F246449

Teeter Hang Ups EZ-Up Gravity Boots

Teeter Hang Ups EZ-Up Gravity Boots
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$108.27

or 4 Easy Pays of $27.06

+ S&H and tax

Description
Maximize the security and comfort of your inversion routine--at home or at the gym--with these lightweight, portable gravity boots. Especially helpful if you intend to fully invert, the boots wrap around your ankles, securing with adjustable, self-locking ratchet buckles. And, the removable calf loops place a slight bend in the knees to help eliminate uncomfortable loads on the knees and feet.
From Teeter Hang Ups.

As always, please consult your personal physician before beginning any diet or exercise program.

Take a realistic approach: If you work consistently and follow the program, you maximize your results.

  • Dual, self-locking buckles, removable calf loops
  • Light, durable shell surrounds thick, 5/8" foam liners for flexible support
  • One size; each boot weighs approximately 2 lbs
  • Boot casing lightweight DuPont Hytrel; hooks and calf loops strong glass-nylon alloy
  • Can be secured to bar with maximum 1-1/4"Diam
  • For use with select Teeter Hang Ups inversion tables or inversion and chin-up racks, sold separately
  • Inversion table must be converted using a CV bar, sold separately; Teeter Hang Ups FitSpine System cannot be converted
  • Ensure a secure platform before attempting inversion on non-Teeter equipment
  • Supports up to 250 lbs in doorways, up to 300 lbs on inversion table; height capacity depends on size of door frame or height of bar
  • 5-year Limited Manufacturer's Warranty
  • Made in Thailand

Delivery Date Estimate

Reviews & Community QA

Teeter Hang Ups EZ-Up Gravity Boots is rated 1.0 out of 5 by 1.
Rated 1 out of 5 by from Plastic Retaining Straps Broke After 7 Years Similar to reviewer Wally B's experience with his boot straps breaking, all four retaining/ratchet straps on my boots broke on the same day, 3 Feb 2017, as I was trying to tighten them, one after the other. I'm glad I wasn't hanging upside down when this breakage occurred. I sporadically use my inversion table, far from on a daily basis, and haven't abused it or the boots. Over the 7 years since I purchased the table and EZ-UP gravity boots in January 2010, I probably have used the table no more than 50 or so times. Other than the straps breaking, the boots are in excellent condition and so is the table. No cracked plastic on the boots (other than the straps). No decaying foam liner on the boots. Points where the straps attach appear fine. The straps are easily removed. They simply slide out. I searched online for replacemnt straps available for purchase, but none to be found. Finally called Teeter customer service on 8 Feb 2017 after filing an online problem report with Teeter on 5 Feb 2017 about the strap breakage. The Teeter customer rep I spoke with was polite enough, but reminded me of the 5 year warranty and my boots being out of warranty. She told me I would have to send the boots in at my own expense, and the straps would be replaced at no cost. I asked her if straps could be sent to me instead, as I could easily insert them myself at connection point. She said that's against company policy due to potential liablity issues if something else is wrong with the boots. BS. I politely declined the send in offer as I don't care to incur the cost of shipping. If these straps were made out of more durable plastic, perhaps a kevlar mix, or were partially constructed of metal, the straps might not have broken / dry rotted. As is and based on my experience, the strap design material, prone to dry rot and breakage, poses a potential danger to the consumer after x amount of years or x amount of usage. Alternative, non-Teeter boots exist on the market that appear to be of better construction, at least when it comes to connection/tightening methods, and that's what I will pursue, even though they may turn out to be less comfortable than the Teeter boots were. I am going to file a report with saferproducts.gov regarding my experience with these boots and the potential danger they pose to owners. Either change the strap material to something more durable or design and implement a hardier and more trustworthy connection/tightening system. Perhaps if enough Teeter customers, who have experienced the same boot strap breakage as I and Wally B, file complaints with the Federal government, maybe something will be done. At very least, offer price friendly replacement straps for sale, especially to those of us for whom the warranty has run out, versus having to send the boots in for strap replacement---something just about any owner of the boots could easily do him or herself.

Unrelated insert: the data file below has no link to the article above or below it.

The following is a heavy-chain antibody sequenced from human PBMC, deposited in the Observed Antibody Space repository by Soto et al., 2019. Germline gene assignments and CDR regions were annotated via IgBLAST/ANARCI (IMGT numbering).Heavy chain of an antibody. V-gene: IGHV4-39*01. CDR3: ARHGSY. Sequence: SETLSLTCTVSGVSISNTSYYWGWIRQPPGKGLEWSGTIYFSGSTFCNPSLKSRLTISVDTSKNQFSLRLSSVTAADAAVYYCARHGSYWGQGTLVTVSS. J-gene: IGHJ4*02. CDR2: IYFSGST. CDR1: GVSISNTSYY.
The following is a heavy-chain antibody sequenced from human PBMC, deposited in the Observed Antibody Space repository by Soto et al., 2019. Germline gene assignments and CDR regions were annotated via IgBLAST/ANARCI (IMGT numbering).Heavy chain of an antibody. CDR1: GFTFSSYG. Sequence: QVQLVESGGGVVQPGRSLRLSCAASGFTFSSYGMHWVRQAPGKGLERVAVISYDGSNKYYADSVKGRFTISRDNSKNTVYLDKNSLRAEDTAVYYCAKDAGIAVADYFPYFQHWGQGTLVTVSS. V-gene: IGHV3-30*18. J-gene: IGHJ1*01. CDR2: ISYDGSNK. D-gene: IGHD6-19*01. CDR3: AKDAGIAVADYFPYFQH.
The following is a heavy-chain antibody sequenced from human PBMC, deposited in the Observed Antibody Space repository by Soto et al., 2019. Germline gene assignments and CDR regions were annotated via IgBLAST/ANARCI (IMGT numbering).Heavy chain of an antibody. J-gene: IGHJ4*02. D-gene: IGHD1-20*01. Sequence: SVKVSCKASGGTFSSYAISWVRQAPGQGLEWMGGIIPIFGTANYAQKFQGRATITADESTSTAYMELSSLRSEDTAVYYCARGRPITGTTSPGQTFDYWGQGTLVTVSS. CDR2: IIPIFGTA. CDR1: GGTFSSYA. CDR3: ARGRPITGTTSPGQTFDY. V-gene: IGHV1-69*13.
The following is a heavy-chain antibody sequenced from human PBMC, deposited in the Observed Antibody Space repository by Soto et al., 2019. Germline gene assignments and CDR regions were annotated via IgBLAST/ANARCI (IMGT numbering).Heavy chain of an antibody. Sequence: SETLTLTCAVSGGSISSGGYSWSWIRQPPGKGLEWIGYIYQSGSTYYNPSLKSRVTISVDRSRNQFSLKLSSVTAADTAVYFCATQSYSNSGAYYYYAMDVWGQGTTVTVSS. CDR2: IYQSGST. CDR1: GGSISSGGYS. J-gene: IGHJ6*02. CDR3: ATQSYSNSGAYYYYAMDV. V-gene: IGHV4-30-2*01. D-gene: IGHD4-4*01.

Date published: 2017-02-08
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